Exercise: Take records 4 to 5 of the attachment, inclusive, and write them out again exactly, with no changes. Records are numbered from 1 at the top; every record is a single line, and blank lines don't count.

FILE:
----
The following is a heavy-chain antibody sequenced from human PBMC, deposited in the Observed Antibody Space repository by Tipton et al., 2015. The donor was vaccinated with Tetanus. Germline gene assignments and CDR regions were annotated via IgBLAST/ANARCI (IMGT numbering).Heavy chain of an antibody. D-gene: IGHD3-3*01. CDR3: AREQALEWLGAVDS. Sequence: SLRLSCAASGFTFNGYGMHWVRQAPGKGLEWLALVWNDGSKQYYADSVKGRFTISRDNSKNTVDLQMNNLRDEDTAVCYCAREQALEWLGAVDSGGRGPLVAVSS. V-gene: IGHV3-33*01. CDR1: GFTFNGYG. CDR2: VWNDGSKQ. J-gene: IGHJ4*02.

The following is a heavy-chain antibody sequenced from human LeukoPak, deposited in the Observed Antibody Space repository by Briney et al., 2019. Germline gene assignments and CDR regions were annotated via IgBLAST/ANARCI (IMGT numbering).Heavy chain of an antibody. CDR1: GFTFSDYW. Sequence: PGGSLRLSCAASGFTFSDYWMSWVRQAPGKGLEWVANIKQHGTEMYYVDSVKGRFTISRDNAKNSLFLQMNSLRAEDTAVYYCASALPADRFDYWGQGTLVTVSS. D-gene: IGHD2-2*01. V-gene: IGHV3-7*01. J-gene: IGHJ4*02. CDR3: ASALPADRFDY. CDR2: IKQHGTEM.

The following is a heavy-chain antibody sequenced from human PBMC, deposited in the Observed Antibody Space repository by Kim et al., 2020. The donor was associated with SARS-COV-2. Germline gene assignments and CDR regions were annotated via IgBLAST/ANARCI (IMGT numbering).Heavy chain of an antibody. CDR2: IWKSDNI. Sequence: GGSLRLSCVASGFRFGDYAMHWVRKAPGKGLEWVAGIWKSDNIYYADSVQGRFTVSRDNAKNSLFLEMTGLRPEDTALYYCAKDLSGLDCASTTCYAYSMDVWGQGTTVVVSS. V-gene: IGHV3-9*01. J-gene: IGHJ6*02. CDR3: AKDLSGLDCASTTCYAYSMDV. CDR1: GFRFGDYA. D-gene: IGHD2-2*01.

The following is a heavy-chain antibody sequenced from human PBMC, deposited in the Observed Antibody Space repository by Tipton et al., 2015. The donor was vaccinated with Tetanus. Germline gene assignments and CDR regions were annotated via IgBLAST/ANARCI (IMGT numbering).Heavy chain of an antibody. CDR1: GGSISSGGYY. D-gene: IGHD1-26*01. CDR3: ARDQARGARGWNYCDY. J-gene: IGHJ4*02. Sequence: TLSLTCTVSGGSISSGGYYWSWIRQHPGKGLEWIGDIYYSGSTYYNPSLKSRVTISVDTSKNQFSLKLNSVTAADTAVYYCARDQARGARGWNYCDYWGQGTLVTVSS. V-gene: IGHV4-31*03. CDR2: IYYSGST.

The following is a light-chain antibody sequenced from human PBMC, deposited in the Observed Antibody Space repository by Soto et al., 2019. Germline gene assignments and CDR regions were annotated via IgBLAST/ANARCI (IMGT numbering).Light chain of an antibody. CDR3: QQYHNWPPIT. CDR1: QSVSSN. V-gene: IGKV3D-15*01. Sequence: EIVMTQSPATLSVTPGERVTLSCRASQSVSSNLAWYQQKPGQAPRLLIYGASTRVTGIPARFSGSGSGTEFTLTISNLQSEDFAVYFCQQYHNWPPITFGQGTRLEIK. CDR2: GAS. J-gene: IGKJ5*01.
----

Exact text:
The following is a heavy-chain antibody sequenced from human PBMC, deposited in the Observed Antibody Space repository by Tipton et al., 2015. The donor was vaccinated with Tetanus. Germline gene assignments and CDR regions were annotated via IgBLAST/ANARCI (IMGT numbering).Heavy chain of an antibody. CDR1: GGSISSGGYY. D-gene: IGHD1-26*01. CDR3: ARDQARGARGWNYCDY. J-gene: IGHJ4*02. Sequence: TLSLTCTVSGGSISSGGYYWSWIRQHPGKGLEWIGDIYYSGSTYYNPSLKSRVTISVDTSKNQFSLKLNSVTAADTAVYYCARDQARGARGWNYCDYWGQGTLVTVSS. V-gene: IGHV4-31*03. CDR2: IYYSGST.

The following is a light-chain antibody sequenced from human PBMC, deposited in the Observed Antibody Space repository by Soto et al., 2019. Germline gene assignments and CDR regions were annotated via IgBLAST/ANARCI (IMGT numbering).Light chain of an antibody. CDR3: QQYHNWPPIT. CDR1: QSVSSN. V-gene: IGKV3D-15*01. Sequence: EIVMTQSPATLSVTPGERVTLSCRASQSVSSNLAWYQQKPGQAPRLLIYGASTRVTGIPARFSGSGSGTEFTLTISNLQSEDFAVYFCQQYHNWPPITFGQGTRLEIK. CDR2: GAS. J-gene: IGKJ5*01.